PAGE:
Posted by: A Part of the Solution | October 12, 2011

A Day in the Life

5:50 am: Popping up like a vampire out of her coffin, I head into the kitchen and put water to boil in a three quart pot with a good lid. Down in the cellar, I grab 4 small, not very sound apples and a large soup bowl’s full of dry oatmeal from a fifty pound sack there. As the water comes to the boil, I throw chopped up apples and the oatmeal into it. I set a ten minute timer.

I run to check e-mails and Facebook notifications. That done, I splash water on my face, brush my hair and teeth and change into a long-sleeved shirt–the weather turned chilly and wet overnight. The timer dings downstairs. I hit the kitchen and turn off the heat under the piggies’ breakfast. I make the labels for the eggs going out today when we send our CSA orders to the warehouse over the state line in Maryland.

6:38: It’s pretty dark out, but I don’t need a lot of light to mix a couple pints of dry feed into the hot oatmeal. I add whey until the mixture is loose and cooler. The piglets have heard me and they’re grunting frantically in the lower level of the barn. I step over the wire carefully trying not to kick or step on any of the piggies milling excitedly around me and their feed bowls. I pour out the warm breakfast, trying not to dump it directly on anyone’s head–though they’re pretty determined to get in on the ground floor of breakfast and don’t seem to care one way or the other.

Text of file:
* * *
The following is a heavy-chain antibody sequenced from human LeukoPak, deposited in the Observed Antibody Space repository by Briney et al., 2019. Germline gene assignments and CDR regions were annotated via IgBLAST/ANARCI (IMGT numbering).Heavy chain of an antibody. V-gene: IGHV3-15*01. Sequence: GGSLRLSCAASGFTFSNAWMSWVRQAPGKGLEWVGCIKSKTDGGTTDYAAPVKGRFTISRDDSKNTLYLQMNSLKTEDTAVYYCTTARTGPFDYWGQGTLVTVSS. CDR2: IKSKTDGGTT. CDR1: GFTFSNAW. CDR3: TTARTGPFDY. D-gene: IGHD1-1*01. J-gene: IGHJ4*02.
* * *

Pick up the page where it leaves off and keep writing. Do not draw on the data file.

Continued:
Next come turkeys. They need water top-ups and feed. This is easier to do when it’s light out. This is easier to do when it’s not raining. But this is a harvest day, so I’ll take every minute I can get and use it. That done, and the turkeys warbling contentedly over their morning feed, I head down the driveway where the dog is waiting patiently. Two of the barn cats choose to come with us. It’s the same walk every morning, along Morral Road to the corner between the fencing and the cornfield nearest to neighbor Dave’s house and back again. The cats complain about how far it is, but they do that whenever they come along.

7:25: I over easy a couple of eggs with meat scraps cooked in. Those go over kibble for the dog–Kaya, the cat–Buck, and the barn cats–Flopsy, Mopsy and Annabelle. The barn cats eat outside on the front porch. If we have lots of guests, they eat down in the barn where they aren’t made too nervous by the comings and goings of all the strange monkeys. Now I start breakfast for the people on the farm. Chocolate muffins and bacon and eggs sound easy to me. And hot food is very nice on a colder, wet day when we’ll be working out of doors.